I then had the SBL Forum Advisory Board and a useful meeting, with lots of good suggestions. It finished in time for me to get to the last two papers in the Paul and Politics section, Jeff Peterson on "Paul, Passover and Politics", focusing on 1 Cor. 5.7 and featuring some stuff I want to follow up for my own research on the Passion Narratives. Then James McLaren gave an interesting paper on the identity of the man of lawlessness in 2 Thess., though unfortunately I missed quite a lot of the paper through sleep.

At lunchtime I got my first taste of a Philly cheese steak sandwich and it was pretty nice, though the place we went to was apparently not the best and there was not enough cheese in it.

Sunday, November 20, 2005

Also blogging SBL today are . . . .

Joe Cathey has lots of interesting posts on the SBL, including one today on the CARG session which he describes as "one of the best that I have attended here at SBL". I must admit to enjoying it too. Stephen Carlson was up later than me blogging on SBL Saturday. Jim Davila decided to abandon the television-blogging and to go for a 15 minute (maximum allowed) stint on the computers in the Book Exhibit. Jim West has several posts, including one on the Biblioblogging session. Torrey Seland likewise comments:
The discussion had its merits; it could perhaps, at least according to my opinion, have been a little more organised as people just 'took the word' and spoke without waiting in line, or giving a sign.
I had also hoped that someone (in addition to me.......:-) had focused a little more on the future; What do we expect blogosphere will look like in two years, and/or what do we want it to look like? I presume the wild flowers will continue to grow; but if we do not get more blogs who focus more strictly on specific fields, or groups of biblical writings, we will lose some interest in the scholarly world....
I am probably to blame on both points, but I must admit to having enjoyed the easy-flowing ad-hoc nature of the discussion. People did give a sign -- they generally put up a hand or similar, and I don't think anyone hogged the floor; nor did anyone not get the opportunity to speak if they wanted it. The question about the future is a good one -- we should have raised those questions more.

Michael Bird is blogging on Euangelion. Pete Williams has an interesting take on the Wright / Ehrman / Crossan / Martin session. Rick Brannan comments on the biblioblogging session. Joe Weaks comments briefly. James Crossley is still blogging, but alas, no more interesting pics of other parts of his hotel yet. For pics, you'll have to go to Yasmin Finch (and here).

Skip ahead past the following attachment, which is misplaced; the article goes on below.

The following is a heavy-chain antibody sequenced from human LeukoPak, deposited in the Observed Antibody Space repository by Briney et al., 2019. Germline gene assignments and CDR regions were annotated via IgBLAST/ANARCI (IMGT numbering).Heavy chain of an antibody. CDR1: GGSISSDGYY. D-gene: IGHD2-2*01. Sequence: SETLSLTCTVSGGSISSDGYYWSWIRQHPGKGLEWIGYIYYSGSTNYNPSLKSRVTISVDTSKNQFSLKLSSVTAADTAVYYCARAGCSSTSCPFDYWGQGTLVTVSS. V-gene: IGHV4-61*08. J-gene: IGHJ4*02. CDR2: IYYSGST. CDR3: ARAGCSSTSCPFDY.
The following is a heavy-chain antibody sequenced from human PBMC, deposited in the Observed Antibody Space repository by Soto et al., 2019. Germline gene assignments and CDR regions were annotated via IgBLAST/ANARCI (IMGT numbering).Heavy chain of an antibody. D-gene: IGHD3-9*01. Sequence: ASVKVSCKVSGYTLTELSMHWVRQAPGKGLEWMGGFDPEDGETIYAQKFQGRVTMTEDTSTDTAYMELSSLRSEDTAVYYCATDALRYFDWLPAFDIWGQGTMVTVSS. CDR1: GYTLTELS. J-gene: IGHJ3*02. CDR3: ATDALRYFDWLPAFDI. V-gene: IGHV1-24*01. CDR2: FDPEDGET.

Sorry still no pics here. I couldn't really take pictures while chairing one session and speaking at another. But I'll definitely try to get a couple of pics done tomorrow.

SBL Sunday afternoon

I went to the Matthew Section at 1 today and was the first up. I presented a paper on The Rock on Rocky Ground: Matthew, Mark and Peter as Skandalon. It wasn't the best presentation I've given; I was feeling quite ill by this point (my own fault, I know), but I did get some great questions afterwards which will help to improve the paper. Steve Black spoked next, also on Peter, on whether or not he was rehabilitated in Matthew. Rodrigo J. Morales spoke on Wisdom in Matthew, the yoke saying and the Sermon on the Mount. Catherine Sider Hamilton spoke on blood in Matthew, and Daniel Gurtner talked about the temple in Matthew. There was a nice symmetry to the session, with two from Duke and two from Toronto School of Theology, two papers on Peter, two papers on the Temple. It was a really well attended session as well, and I was pleased that I had made 100 handouts.

I had a series of other meetings; ate some good Chinese; and at 9 was the Duke Reception -- full to the brim -- and my first ever. Eric Meyers stood up and introduced faculty old and new, including me, and I had lots of nice personal welcomes afterwards.

Agonies over for me. I am looking forward to relaxing and enjoying the SBL properly tomorrow. And before going to bed, I must sneak a peak at what others have been blogging of the conference to compare notes.

SBL Sunday morning

Alas, I only managed three and a half hours' sleep; I have a terrible habit of filling my schedule so full that in the end it's the sleep has has to be sacrificed, and I regretted it today. As I got up for my breakfast meeting, I felt pretty rough and felt that way all day, but managed to perk up tonight. Managed to summon up enough energy to chair a session this morning and to present a paper this afternoon, but I found neither easy. I am making a resolution that next year I will have at least one morning when I don't have to get up at 6. OK, personal whinge over; time to give my reflections on the day.